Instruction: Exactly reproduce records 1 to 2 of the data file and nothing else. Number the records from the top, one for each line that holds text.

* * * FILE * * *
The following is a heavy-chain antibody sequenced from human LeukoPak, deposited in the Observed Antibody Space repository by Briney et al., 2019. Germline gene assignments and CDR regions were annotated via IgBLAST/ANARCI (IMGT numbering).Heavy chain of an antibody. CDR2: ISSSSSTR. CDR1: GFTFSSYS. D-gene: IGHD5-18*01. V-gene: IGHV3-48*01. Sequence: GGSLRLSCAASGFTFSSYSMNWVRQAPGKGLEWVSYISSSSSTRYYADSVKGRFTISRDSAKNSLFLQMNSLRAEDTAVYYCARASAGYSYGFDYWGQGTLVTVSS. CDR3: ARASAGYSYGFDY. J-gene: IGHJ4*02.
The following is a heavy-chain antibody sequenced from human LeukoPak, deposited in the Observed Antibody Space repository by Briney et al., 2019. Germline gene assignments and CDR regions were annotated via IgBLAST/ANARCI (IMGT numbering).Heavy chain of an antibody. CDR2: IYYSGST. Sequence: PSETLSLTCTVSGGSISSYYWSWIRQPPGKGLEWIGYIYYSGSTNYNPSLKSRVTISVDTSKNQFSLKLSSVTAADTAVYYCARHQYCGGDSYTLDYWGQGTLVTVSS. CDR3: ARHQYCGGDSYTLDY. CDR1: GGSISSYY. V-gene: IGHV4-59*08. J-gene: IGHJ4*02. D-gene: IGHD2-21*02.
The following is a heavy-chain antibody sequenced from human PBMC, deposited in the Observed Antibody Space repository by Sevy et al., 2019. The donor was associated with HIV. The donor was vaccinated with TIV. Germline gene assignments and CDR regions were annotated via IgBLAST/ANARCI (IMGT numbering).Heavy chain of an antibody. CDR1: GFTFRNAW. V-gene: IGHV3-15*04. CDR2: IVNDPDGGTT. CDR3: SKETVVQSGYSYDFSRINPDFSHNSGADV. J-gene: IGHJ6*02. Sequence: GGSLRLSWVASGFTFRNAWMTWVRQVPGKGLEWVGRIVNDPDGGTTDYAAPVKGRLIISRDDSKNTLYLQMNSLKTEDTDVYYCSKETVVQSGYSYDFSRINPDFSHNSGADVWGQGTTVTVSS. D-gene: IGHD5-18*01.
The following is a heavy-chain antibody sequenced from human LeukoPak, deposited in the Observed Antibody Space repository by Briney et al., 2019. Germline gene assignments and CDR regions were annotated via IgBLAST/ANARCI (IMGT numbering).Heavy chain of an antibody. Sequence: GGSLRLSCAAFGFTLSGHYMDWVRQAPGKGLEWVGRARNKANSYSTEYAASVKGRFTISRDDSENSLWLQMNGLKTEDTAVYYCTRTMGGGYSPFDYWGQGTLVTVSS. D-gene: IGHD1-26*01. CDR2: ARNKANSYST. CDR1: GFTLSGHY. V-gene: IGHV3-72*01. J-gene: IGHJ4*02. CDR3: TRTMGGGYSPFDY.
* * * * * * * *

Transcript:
The following is a heavy-chain antibody sequenced from human LeukoPak, deposited in the Observed Antibody Space repository by Briney et al., 2019. Germline gene assignments and CDR regions were annotated via IgBLAST/ANARCI (IMGT numbering).Heavy chain of an antibody. CDR2: ISSSSSTR. CDR1: GFTFSSYS. D-gene: IGHD5-18*01. V-gene: IGHV3-48*01. Sequence: GGSLRLSCAASGFTFSSYSMNWVRQAPGKGLEWVSYISSSSSTRYYADSVKGRFTISRDSAKNSLFLQMNSLRAEDTAVYYCARASAGYSYGFDYWGQGTLVTVSS. CDR3: ARASAGYSYGFDY. J-gene: IGHJ4*02.
The following is a heavy-chain antibody sequenced from human LeukoPak, deposited in the Observed Antibody Space repository by Briney et al., 2019. Germline gene assignments and CDR regions were annotated via IgBLAST/ANARCI (IMGT numbering).Heavy chain of an antibody. CDR2: IYYSGST. Sequence: PSETLSLTCTVSGGSISSYYWSWIRQPPGKGLEWIGYIYYSGSTNYNPSLKSRVTISVDTSKNQFSLKLSSVTAADTAVYYCARHQYCGGDSYTLDYWGQGTLVTVSS. CDR3: ARHQYCGGDSYTLDY. CDR1: GGSISSYY. V-gene: IGHV4-59*08. J-gene: IGHJ4*02. D-gene: IGHD2-21*02.